Screening Test: A large number of apparently healthy people are tested to identify those who are at a risk of the condition or disease.
Diagnostic Test: When we get a screen positive individual or showing symptoms , we are interested to determine which condition or disease is responsible for such symptoms. Thus we perform a diagnostic test.
Sensitivity: probability that a person with the condition will be classified in one's study as having the condition.
Specificity: probability that a person without the condition will be classified in one's study as being without the condition.
I have not understood the statement from wikipedia :
" overdiagnosis, misdiagnosis, and creating a false sense of security are some potential adverse effects of screening. For these reasons, a test used in a screening program, especially for a disease with low incidence, must have good sensitivity in addition to acceptable specificity."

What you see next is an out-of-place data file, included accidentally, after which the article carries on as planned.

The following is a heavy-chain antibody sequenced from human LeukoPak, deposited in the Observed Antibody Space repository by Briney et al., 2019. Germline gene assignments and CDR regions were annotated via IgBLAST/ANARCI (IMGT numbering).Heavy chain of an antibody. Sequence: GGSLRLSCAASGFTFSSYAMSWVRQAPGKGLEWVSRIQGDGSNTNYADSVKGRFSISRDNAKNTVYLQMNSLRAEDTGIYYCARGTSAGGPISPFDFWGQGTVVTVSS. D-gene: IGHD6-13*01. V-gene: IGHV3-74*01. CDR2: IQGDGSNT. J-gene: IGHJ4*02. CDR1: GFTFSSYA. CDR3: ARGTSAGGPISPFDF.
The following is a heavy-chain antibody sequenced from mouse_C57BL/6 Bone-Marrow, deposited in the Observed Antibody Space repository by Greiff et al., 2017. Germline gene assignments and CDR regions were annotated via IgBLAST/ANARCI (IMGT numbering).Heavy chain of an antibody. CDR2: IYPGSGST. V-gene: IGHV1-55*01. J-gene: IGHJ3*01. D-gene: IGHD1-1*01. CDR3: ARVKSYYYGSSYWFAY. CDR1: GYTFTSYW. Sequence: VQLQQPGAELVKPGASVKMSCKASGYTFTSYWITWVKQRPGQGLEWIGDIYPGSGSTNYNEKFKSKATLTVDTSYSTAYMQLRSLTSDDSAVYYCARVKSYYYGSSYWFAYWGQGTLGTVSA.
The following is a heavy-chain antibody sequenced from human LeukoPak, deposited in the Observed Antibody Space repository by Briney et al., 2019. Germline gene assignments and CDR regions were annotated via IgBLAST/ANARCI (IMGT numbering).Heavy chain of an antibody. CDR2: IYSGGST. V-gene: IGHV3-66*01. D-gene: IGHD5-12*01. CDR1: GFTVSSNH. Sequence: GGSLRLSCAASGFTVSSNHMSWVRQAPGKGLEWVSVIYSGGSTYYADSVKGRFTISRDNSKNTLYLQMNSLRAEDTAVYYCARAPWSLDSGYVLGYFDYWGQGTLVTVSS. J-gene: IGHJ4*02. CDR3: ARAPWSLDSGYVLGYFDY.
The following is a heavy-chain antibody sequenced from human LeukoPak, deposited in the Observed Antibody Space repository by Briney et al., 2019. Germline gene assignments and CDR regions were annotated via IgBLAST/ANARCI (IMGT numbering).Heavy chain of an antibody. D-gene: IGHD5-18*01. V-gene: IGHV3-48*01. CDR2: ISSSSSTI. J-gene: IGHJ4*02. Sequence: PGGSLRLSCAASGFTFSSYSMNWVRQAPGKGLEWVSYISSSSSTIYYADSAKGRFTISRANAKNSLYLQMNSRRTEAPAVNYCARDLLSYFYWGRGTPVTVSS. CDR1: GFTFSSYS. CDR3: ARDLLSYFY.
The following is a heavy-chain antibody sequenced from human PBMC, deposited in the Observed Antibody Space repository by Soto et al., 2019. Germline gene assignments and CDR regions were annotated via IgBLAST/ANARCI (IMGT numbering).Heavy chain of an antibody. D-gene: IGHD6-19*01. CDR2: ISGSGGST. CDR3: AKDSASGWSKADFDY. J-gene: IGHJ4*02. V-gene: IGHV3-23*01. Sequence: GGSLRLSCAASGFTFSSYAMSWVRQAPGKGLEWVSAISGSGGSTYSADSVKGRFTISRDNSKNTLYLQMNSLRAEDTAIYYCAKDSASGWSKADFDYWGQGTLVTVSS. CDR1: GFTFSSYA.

As far i can apply common sense for why screening test is more concerned about sensitivity is that , it is necessary to identify the people having the condition to minimize the risk or to prevent the condition. But what does
wikipedia want to mean by
overdiagnosis, misdiagnosis, and creating a false sense of security are some potential adverse effects of screening.Those are the reasons for why screening test is more concerned about sensitivity.
And the second and last question is
- why is diagnostic test more concerned about specificity ?
As i perform a diagnostic test when i get the symptom or positive screening test , then why do i need good specificity? Is that for , perhaps my study is on
cancer and an individual have some symptoms but the symptoms can be for another disease except cancer. So if i can identify the individual that s/he has not cancer, s/he will not be carried out for further experiment in my study. So that diagnostic testing is more concerned about specificity.
Do my logic make sense ?